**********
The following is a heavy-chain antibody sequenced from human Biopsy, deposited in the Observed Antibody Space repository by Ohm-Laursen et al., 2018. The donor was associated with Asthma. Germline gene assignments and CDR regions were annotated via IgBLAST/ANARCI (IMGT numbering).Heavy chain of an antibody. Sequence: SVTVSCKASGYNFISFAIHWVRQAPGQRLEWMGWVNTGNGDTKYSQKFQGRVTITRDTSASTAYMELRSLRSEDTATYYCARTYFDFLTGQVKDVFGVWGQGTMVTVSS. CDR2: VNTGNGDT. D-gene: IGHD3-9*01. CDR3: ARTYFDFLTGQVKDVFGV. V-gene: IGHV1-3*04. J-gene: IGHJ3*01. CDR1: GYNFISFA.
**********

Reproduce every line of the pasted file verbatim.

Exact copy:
The following is a heavy-chain antibody sequenced from human Biopsy, deposited in the Observed Antibody Space repository by Ohm-Laursen et al., 2018. The donor was associated with Asthma. Germline gene assignments and CDR regions were annotated via IgBLAST/ANARCI (IMGT numbering).Heavy chain of an antibody. Sequence: SVTVSCKASGYNFISFAIHWVRQAPGQRLEWMGWVNTGNGDTKYSQKFQGRVTITRDTSASTAYMELRSLRSEDTATYYCARTYFDFLTGQVKDVFGVWGQGTMVTVSS. CDR2: VNTGNGDT. D-gene: IGHD3-9*01. CDR3: ARTYFDFLTGQVKDVFGV. V-gene: IGHV1-3*04. J-gene: IGHJ3*01. CDR1: GYNFISFA.